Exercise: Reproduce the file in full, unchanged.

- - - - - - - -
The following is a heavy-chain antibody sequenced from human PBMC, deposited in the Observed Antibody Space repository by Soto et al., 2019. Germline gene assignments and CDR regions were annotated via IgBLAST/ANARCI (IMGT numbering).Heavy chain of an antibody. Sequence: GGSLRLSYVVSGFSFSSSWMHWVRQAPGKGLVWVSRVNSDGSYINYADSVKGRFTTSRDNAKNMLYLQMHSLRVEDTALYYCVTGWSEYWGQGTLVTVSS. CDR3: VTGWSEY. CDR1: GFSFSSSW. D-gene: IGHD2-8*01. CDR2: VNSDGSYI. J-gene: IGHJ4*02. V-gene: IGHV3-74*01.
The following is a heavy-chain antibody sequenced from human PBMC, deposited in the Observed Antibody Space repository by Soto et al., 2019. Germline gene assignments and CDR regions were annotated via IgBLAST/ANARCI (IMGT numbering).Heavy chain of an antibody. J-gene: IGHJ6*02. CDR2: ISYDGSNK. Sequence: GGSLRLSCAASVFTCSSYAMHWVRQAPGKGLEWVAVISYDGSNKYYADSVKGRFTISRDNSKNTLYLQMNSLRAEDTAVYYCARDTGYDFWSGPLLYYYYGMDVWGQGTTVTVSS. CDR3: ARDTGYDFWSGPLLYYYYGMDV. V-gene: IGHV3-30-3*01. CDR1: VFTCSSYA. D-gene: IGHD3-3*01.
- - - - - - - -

The following is a heavy-chain antibody sequenced from human PBMC, deposited in the Observed Antibody Space repository by Soto et al., 2019. Germline gene assignments and CDR regions were annotated via IgBLAST/ANARCI (IMGT numbering).Heavy chain of an antibody. Sequence: GGSLRLSYVVSGFSFSSSWMHWVRQAPGKGLVWVSRVNSDGSYINYADSVKGRFTTSRDNAKNMLYLQMHSLRVEDTALYYCVTGWSEYWGQGTLVTVSS. CDR3: VTGWSEY. CDR1: GFSFSSSW. D-gene: IGHD2-8*01. CDR2: VNSDGSYI. J-gene: IGHJ4*02. V-gene: IGHV3-74*01.
The following is a heavy-chain antibody sequenced from human PBMC, deposited in the Observed Antibody Space repository by Soto et al., 2019. Germline gene assignments and CDR regions were annotated via IgBLAST/ANARCI (IMGT numbering).Heavy chain of an antibody. J-gene: IGHJ6*02. CDR2: ISYDGSNK. Sequence: GGSLRLSCAASVFTCSSYAMHWVRQAPGKGLEWVAVISYDGSNKYYADSVKGRFTISRDNSKNTLYLQMNSLRAEDTAVYYCARDTGYDFWSGPLLYYYYGMDVWGQGTTVTVSS. CDR3: ARDTGYDFWSGPLLYYYYGMDV. V-gene: IGHV3-30-3*01. CDR1: VFTCSSYA. D-gene: IGHD3-3*01.